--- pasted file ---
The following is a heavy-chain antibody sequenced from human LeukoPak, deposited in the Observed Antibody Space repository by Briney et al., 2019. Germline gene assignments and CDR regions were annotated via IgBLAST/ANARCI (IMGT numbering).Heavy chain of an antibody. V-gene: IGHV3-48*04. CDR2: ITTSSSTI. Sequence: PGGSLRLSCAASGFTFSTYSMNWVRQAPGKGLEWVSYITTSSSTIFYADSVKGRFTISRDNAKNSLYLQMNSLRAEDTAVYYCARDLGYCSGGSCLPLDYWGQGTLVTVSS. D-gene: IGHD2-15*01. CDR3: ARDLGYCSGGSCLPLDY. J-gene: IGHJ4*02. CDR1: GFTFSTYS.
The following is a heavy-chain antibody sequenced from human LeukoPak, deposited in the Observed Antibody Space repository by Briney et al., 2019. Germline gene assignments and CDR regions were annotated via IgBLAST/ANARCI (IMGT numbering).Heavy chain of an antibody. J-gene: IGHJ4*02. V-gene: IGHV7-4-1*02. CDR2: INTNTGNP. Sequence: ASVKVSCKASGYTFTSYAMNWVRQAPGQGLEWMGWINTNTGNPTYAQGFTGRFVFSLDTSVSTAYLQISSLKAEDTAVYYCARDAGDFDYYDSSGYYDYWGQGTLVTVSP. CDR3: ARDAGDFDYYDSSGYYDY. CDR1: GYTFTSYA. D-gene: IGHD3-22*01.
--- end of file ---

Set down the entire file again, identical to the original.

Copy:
The following is a heavy-chain antibody sequenced from human LeukoPak, deposited in the Observed Antibody Space repository by Briney et al., 2019. Germline gene assignments and CDR regions were annotated via IgBLAST/ANARCI (IMGT numbering).Heavy chain of an antibody. V-gene: IGHV3-48*04. CDR2: ITTSSSTI. Sequence: PGGSLRLSCAASGFTFSTYSMNWVRQAPGKGLEWVSYITTSSSTIFYADSVKGRFTISRDNAKNSLYLQMNSLRAEDTAVYYCARDLGYCSGGSCLPLDYWGQGTLVTVSS. D-gene: IGHD2-15*01. CDR3: ARDLGYCSGGSCLPLDY. J-gene: IGHJ4*02. CDR1: GFTFSTYS.
The following is a heavy-chain antibody sequenced from human LeukoPak, deposited in the Observed Antibody Space repository by Briney et al., 2019. Germline gene assignments and CDR regions were annotated via IgBLAST/ANARCI (IMGT numbering).Heavy chain of an antibody. J-gene: IGHJ4*02. V-gene: IGHV7-4-1*02. CDR2: INTNTGNP. Sequence: ASVKVSCKASGYTFTSYAMNWVRQAPGQGLEWMGWINTNTGNPTYAQGFTGRFVFSLDTSVSTAYLQISSLKAEDTAVYYCARDAGDFDYYDSSGYYDYWGQGTLVTVSP. CDR3: ARDAGDFDYYDSSGYYDY. CDR1: GYTFTSYA. D-gene: IGHD3-22*01.